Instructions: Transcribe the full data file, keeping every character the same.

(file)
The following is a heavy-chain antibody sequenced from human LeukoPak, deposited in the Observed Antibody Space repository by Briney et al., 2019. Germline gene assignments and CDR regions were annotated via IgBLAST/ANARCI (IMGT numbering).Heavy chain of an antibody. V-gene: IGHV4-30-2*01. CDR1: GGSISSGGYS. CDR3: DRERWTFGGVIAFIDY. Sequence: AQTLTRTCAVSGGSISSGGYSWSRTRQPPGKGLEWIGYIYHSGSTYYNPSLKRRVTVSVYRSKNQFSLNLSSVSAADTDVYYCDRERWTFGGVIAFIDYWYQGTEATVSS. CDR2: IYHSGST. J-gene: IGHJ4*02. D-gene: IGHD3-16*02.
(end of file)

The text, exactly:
The following is a heavy-chain antibody sequenced from human LeukoPak, deposited in the Observed Antibody Space repository by Briney et al., 2019. Germline gene assignments and CDR regions were annotated via IgBLAST/ANARCI (IMGT numbering).Heavy chain of an antibody. V-gene: IGHV4-30-2*01. CDR1: GGSISSGGYS. CDR3: DRERWTFGGVIAFIDY. Sequence: AQTLTRTCAVSGGSISSGGYSWSRTRQPPGKGLEWIGYIYHSGSTYYNPSLKRRVTVSVYRSKNQFSLNLSSVSAADTDVYYCDRERWTFGGVIAFIDYWYQGTEATVSS. CDR2: IYHSGST. J-gene: IGHJ4*02. D-gene: IGHD3-16*02.